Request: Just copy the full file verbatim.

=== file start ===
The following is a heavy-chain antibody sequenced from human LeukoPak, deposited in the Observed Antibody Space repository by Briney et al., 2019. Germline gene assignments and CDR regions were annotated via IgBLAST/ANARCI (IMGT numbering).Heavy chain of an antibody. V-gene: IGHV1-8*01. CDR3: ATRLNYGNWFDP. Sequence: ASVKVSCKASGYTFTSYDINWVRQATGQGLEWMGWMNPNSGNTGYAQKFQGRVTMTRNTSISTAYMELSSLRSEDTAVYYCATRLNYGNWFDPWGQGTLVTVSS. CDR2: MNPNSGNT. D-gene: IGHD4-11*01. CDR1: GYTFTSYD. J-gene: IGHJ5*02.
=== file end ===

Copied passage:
The following is a heavy-chain antibody sequenced from human LeukoPak, deposited in the Observed Antibody Space repository by Briney et al., 2019. Germline gene assignments and CDR regions were annotated via IgBLAST/ANARCI (IMGT numbering).Heavy chain of an antibody. V-gene: IGHV1-8*01. CDR3: ATRLNYGNWFDP. Sequence: ASVKVSCKASGYTFTSYDINWVRQATGQGLEWMGWMNPNSGNTGYAQKFQGRVTMTRNTSISTAYMELSSLRSEDTAVYYCATRLNYGNWFDPWGQGTLVTVSS. CDR2: MNPNSGNT. D-gene: IGHD4-11*01. CDR1: GYTFTSYD. J-gene: IGHJ5*02.